In the case of Dikeman v. Sunday Creek Coal Co., 184 Ill. 546, the time element was involved. In that case, there was a lease of certain coal lands for a term of ten years, with the right of renewal of the lease by giving the owner 20 days notice of the intention to renew. The lessee failed to give such notice 20 days before the expiration of the term and the court held that because the time was specified in the contract, that the time was a very essential part of the contract and held that the lessee lost its right of renewal by failing to comply with the renewal notice provision of the contract within the time limit.

In the instant case it was provided that Hennessey would incorporate the business as soon as reasonably could be done after the plaintiffs commenced employment, but in any event the incorporation and transfer of the business to the corporation was to be accomplished on or before six months after the commencement of employment. The plaintiffs went to work July 9, 1956. When they gave the defendant the notice of breach of the contract the six months' period for incorporation had expired. It would seem clear that here there were two breaches, one the failure to incorporate as agreed to and contracted, and the other the statement by the defendant to Mrs. Claeson that the stock agreement was paper and worthless, and that they would have to take $75 per week in full compensation or seek employment elsewhere. The action of the defendant, in effecting the incorporation and the offer to transfer the stock due them if they would come back, comes too late. The breach had occurred and, the plaintiffs under their right of election, elected to consider the contract terminated and sue for damages. Here is a case of "a burnt child fearing the fire." The plaintiffs had entered into a definite contract with the defendant. The defendant not only breached it by attempting to reduce the compensation due the plaintiffs under the contract, but he breached it by failing to incorporate as provided in the contract. Further, he stated, according to his own testimony, that he did not contemplate incorporating for at least two years. The plaintiffs testify that he said he would not incorporate for six or seven years. Under the circumstances we must hold that the right of action and right to damages for the breach were completed when the defendant failed to respond to the demand for compliance with Paragraph 7 (b) of the contract, dated January 11, 1957. His belated compliance some two weeks later, with an offer to re-employ the plaintiffs comes too late and is not a valid defense in this cause.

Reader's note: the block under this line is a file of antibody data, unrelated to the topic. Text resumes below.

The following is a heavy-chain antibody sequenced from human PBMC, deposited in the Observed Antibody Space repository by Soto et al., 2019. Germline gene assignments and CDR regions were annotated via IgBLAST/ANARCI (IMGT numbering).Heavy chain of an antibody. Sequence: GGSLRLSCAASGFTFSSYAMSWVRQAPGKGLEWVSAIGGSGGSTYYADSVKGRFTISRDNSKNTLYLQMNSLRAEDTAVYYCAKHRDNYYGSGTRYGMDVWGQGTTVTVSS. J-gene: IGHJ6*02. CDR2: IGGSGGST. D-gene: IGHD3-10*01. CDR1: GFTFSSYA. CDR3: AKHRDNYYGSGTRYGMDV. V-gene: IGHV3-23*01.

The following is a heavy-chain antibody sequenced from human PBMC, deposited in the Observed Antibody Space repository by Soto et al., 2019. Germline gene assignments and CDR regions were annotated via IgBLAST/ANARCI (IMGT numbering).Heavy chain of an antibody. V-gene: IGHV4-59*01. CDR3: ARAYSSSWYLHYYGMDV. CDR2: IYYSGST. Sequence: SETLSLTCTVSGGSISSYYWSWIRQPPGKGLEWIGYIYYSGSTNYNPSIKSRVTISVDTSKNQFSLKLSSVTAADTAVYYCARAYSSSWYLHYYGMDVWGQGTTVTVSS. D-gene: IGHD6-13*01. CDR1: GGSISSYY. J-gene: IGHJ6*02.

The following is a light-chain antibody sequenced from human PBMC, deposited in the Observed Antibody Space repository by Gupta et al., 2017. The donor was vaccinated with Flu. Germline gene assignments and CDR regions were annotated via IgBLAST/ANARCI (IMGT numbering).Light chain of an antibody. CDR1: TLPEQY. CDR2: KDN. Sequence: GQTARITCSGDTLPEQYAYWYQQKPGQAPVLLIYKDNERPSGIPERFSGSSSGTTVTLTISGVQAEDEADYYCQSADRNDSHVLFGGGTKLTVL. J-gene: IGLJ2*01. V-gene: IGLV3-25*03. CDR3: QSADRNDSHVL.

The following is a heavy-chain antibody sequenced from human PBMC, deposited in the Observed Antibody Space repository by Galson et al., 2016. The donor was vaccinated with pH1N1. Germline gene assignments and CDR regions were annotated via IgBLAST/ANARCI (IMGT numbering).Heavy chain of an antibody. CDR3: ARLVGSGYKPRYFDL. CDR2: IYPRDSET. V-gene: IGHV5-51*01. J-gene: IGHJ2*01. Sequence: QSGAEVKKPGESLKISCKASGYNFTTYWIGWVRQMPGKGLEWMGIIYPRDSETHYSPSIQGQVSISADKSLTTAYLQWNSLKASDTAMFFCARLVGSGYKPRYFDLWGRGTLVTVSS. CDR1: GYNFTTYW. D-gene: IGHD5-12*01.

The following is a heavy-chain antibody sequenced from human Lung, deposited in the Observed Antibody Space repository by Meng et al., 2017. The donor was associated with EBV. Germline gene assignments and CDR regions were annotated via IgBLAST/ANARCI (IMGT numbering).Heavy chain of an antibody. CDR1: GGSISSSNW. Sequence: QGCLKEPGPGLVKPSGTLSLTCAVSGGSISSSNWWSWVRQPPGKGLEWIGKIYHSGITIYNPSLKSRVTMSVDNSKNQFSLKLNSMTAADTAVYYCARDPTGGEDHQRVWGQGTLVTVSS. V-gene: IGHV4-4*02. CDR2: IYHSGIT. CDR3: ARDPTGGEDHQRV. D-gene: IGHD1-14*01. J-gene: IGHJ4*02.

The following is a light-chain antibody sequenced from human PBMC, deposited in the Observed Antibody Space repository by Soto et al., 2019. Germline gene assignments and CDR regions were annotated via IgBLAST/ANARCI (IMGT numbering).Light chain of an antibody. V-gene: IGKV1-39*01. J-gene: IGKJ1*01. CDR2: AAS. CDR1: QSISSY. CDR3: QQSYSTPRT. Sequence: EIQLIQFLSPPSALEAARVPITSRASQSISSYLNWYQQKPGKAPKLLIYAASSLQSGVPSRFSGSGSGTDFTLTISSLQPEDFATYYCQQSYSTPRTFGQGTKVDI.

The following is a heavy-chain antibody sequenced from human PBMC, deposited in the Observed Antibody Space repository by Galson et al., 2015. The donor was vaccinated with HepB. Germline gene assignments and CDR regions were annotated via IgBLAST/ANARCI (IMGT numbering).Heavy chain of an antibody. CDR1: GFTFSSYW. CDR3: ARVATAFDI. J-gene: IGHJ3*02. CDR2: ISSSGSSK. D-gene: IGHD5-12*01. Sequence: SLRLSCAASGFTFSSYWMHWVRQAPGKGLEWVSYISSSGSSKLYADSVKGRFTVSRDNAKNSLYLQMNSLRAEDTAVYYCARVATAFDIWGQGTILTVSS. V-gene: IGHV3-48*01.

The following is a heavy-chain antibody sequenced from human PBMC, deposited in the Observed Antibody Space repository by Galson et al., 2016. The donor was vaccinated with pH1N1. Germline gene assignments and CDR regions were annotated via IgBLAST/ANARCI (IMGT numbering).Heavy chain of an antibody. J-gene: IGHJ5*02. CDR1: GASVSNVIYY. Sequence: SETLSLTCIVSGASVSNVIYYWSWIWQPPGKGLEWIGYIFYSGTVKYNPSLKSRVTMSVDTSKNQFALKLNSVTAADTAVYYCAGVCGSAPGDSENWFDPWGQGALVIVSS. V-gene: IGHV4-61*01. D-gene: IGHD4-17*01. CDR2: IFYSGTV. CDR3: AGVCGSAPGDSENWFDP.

The second point raised by the defendant, that the plaintiffs were obliged to exercise reasonable efforts to mitigate their damages up to the time of the trial is a correct statement of the law. The plaintiffs must have used reasonable diligence in procuring other employment and any sums so realized should have been deducted from the amount due them. Doherty v. Schipper & Block, 250 Ill. 128, 133. Mount Hope Cemetery Ass'n v. Weidenmann, 139 Ill. 67. The damages awarded by the court are not itemized and it is impossible for this court to determine if the trial court took into consideration the amounts earned by the plaintiffs after the termination of their employment by the defendant, but it seems logical to assume that these amounts were taken into consideration in arriving at the amount of damages. However, there is nothing in the record to show that the plaintiffs did not use reasonable diligence in seeking employment and thereby mitigating the damages.